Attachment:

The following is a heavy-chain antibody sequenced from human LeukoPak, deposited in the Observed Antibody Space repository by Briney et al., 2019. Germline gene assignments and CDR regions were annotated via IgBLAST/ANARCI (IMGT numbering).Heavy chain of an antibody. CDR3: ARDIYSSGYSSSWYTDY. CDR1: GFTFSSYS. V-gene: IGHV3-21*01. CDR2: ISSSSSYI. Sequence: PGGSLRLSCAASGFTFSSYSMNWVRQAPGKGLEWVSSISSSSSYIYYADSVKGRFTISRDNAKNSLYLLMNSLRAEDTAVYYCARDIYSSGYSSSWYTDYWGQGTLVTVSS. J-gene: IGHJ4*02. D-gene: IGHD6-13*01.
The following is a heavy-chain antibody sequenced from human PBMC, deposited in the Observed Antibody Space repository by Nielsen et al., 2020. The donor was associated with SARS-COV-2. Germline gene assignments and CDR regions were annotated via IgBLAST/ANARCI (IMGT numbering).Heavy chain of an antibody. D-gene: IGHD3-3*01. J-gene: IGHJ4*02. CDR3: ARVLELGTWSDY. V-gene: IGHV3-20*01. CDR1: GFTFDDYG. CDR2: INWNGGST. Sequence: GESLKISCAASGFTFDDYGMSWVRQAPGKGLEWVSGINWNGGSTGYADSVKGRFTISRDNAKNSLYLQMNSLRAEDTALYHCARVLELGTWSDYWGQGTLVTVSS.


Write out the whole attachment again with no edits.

The following is a heavy-chain antibody sequenced from human LeukoPak, deposited in the Observed Antibody Space repository by Briney et al., 2019. Germline gene assignments and CDR regions were annotated via IgBLAST/ANARCI (IMGT numbering).Heavy chain of an antibody. CDR3: ARDIYSSGYSSSWYTDY. CDR1: GFTFSSYS. V-gene: IGHV3-21*01. CDR2: ISSSSSYI. Sequence: PGGSLRLSCAASGFTFSSYSMNWVRQAPGKGLEWVSSISSSSSYIYYADSVKGRFTISRDNAKNSLYLLMNSLRAEDTAVYYCARDIYSSGYSSSWYTDYWGQGTLVTVSS. J-gene: IGHJ4*02. D-gene: IGHD6-13*01.
The following is a heavy-chain antibody sequenced from human PBMC, deposited in the Observed Antibody Space repository by Nielsen et al., 2020. The donor was associated with SARS-COV-2. Germline gene assignments and CDR regions were annotated via IgBLAST/ANARCI (IMGT numbering).Heavy chain of an antibody. D-gene: IGHD3-3*01. J-gene: IGHJ4*02. CDR3: ARVLELGTWSDY. V-gene: IGHV3-20*01. CDR1: GFTFDDYG. CDR2: INWNGGST. Sequence: GESLKISCAASGFTFDDYGMSWVRQAPGKGLEWVSGINWNGGSTGYADSVKGRFTISRDNAKNSLYLQMNSLRAEDTALYHCARVLELGTWSDYWGQGTLVTVSS.